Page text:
What is a trust deed? A trust deed is also known as a deed of trust. It is a document that is used in real estate transactions when one party takes out a loan from another party to buy real estate. The trust deed represents the agreement between the lender and the borrower to have the property held in a trust by a neutral third party until the loan is paid in full.
Trust deeds are less common than they used to be in the past. Trust deeds are quite common in states like Arizona, California, Colorado, and Texas. Some states allow both trust deeds and mortgages.
In financed real estate transactions, a trust deed transfers the title to a third party called the trustee. The trustee is typically an attorney, a bank, or a title company. The trustee holds on to the title until the borrower has paid the debt back to the lender.
The purchase of a home or commercial business is a real estate transaction. The lender gives money to the borrower in exchange for a promissory note that is linked to a trust deed. The deed transfers the legal title to the real property to an impartial party (the trustee). Trust deeds take the place of traditional mortgages.
The trustee holds onto the legal title until the debt is paid in full by the borrower. Then the title to the property becomes the borrowers. If the borrow defaults on the loan, the trustee begins foreclosure and takes control of the property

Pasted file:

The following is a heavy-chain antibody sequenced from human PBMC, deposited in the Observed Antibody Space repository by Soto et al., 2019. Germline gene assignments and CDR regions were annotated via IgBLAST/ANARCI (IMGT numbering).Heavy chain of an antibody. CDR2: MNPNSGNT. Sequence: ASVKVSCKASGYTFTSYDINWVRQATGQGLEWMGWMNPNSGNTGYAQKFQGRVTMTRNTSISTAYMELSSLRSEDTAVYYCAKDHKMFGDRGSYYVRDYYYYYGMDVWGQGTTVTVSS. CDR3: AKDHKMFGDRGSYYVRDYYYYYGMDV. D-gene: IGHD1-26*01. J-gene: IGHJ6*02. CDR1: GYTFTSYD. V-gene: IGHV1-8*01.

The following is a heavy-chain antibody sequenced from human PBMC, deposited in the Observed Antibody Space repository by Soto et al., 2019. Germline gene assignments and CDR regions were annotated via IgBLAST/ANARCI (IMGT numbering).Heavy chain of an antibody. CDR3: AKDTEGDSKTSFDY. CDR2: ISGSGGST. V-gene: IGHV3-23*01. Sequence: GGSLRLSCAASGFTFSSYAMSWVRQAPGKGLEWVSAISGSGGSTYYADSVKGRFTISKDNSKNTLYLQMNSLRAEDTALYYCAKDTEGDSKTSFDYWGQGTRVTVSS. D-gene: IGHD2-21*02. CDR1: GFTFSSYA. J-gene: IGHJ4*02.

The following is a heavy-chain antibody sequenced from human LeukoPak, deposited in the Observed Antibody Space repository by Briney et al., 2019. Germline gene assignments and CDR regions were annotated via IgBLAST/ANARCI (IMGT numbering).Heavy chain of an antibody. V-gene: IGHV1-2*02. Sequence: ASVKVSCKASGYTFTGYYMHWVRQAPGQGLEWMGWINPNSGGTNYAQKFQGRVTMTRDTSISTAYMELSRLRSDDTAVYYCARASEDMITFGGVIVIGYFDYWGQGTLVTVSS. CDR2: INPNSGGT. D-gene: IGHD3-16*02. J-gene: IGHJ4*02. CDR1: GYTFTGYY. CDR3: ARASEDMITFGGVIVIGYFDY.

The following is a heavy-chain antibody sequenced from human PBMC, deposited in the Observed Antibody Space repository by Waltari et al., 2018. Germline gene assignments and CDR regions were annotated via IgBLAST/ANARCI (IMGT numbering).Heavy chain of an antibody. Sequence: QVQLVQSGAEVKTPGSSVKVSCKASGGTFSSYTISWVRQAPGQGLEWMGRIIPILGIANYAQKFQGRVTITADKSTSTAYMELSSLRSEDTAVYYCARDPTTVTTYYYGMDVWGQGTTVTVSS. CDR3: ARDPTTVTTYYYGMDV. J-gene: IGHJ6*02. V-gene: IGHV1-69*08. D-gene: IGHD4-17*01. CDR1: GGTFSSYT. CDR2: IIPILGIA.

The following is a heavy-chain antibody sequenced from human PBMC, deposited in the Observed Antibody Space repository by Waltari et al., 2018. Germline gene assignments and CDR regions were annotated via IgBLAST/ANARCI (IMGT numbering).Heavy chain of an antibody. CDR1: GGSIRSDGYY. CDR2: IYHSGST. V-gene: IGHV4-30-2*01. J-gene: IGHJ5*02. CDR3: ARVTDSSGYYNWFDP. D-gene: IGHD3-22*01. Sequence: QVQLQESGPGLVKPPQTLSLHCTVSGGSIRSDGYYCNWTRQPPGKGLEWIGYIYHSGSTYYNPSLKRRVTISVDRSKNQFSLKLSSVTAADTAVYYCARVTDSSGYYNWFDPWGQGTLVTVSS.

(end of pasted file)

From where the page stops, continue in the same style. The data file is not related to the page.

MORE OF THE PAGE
Although trust deeds and mortgages are similar, they do have important differences.
Trust deeds and mortgages are used in loans for creating a lien on real estate. They are both recorded as a debt where the property is located. While a mortgage involves two parties, the borrower and the lender, a trust deed involved three parties. The borrower (trustor), the lender (beneficiary), and the trustee are all significant in trust deeds. However, contrary to popular belief a mortgage is not a loan to buy a property. Instead, it is an agreement to use the property as collateral for the loan. Trust deed and mortgages have very different foreclosure procedures. A trust deed uses a nonjudicial foreclosure which does not require a court to be involved while a mortgage uses a judicial foreclosure which means the lender sues the borrower. Once the lender has control of the property, they typically sell the property at an auction.
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About: Dennis has been working in the real estate industry in some capacity for the last 40 years. He purchased his first property when he was just 18 years old. He quickly learned about the amazing investment opportunities provided by trust deed investing and hard money loans. His desire to help others make money in real estate investing led him to specialize in alternative funding for real estate investors who may have trouble getting a traditional bank loan. Dennis is passionate about alternative funding sources and sharing his knowledge with others to help make their dreams come true. Dennis has been married to his wonderful wife for 43 years. They have 2 beautiful daughters 5 amazing grandchildren. Dennis has been an Arizona resident for the past 40 years.
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